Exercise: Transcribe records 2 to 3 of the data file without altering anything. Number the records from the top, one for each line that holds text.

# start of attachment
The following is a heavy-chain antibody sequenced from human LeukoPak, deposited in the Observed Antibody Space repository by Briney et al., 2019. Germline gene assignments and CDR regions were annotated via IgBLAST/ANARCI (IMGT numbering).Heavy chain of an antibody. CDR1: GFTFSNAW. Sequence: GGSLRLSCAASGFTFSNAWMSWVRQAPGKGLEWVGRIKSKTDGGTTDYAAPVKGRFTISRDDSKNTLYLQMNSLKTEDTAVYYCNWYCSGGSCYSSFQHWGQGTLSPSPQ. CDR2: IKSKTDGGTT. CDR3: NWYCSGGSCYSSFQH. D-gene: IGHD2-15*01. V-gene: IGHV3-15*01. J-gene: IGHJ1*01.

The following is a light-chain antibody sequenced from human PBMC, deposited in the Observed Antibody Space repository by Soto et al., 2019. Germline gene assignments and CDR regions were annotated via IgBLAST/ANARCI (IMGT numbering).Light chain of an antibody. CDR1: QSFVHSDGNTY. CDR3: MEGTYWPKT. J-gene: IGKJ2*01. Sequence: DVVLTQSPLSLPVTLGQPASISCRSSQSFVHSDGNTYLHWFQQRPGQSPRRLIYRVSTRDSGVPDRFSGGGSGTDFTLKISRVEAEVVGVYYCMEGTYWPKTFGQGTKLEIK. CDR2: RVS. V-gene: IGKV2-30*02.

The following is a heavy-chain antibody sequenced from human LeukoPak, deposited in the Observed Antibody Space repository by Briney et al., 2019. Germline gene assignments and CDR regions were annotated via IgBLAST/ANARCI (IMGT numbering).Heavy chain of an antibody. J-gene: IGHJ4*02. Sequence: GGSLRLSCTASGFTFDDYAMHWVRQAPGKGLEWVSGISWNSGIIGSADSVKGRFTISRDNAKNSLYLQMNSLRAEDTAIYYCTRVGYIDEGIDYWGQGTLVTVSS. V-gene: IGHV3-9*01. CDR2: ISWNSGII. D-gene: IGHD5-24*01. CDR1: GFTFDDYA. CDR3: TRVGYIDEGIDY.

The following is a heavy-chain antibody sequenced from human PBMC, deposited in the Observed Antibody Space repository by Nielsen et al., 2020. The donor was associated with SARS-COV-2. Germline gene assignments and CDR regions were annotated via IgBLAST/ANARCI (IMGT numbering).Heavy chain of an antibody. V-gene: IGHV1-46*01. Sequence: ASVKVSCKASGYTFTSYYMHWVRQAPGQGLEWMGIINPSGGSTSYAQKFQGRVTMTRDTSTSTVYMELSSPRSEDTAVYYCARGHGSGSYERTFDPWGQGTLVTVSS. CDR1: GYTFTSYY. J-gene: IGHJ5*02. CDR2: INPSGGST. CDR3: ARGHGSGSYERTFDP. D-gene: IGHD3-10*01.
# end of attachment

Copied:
The following is a light-chain antibody sequenced from human PBMC, deposited in the Observed Antibody Space repository by Soto et al., 2019. Germline gene assignments and CDR regions were annotated via IgBLAST/ANARCI (IMGT numbering).Light chain of an antibody. CDR1: QSFVHSDGNTY. CDR3: MEGTYWPKT. J-gene: IGKJ2*01. Sequence: DVVLTQSPLSLPVTLGQPASISCRSSQSFVHSDGNTYLHWFQQRPGQSPRRLIYRVSTRDSGVPDRFSGGGSGTDFTLKISRVEAEVVGVYYCMEGTYWPKTFGQGTKLEIK. CDR2: RVS. V-gene: IGKV2-30*02.

The following is a heavy-chain antibody sequenced from human LeukoPak, deposited in the Observed Antibody Space repository by Briney et al., 2019. Germline gene assignments and CDR regions were annotated via IgBLAST/ANARCI (IMGT numbering).Heavy chain of an antibody. J-gene: IGHJ4*02. Sequence: GGSLRLSCTASGFTFDDYAMHWVRQAPGKGLEWVSGISWNSGIIGSADSVKGRFTISRDNAKNSLYLQMNSLRAEDTAIYYCTRVGYIDEGIDYWGQGTLVTVSS. V-gene: IGHV3-9*01. CDR2: ISWNSGII. D-gene: IGHD5-24*01. CDR1: GFTFDDYA. CDR3: TRVGYIDEGIDY.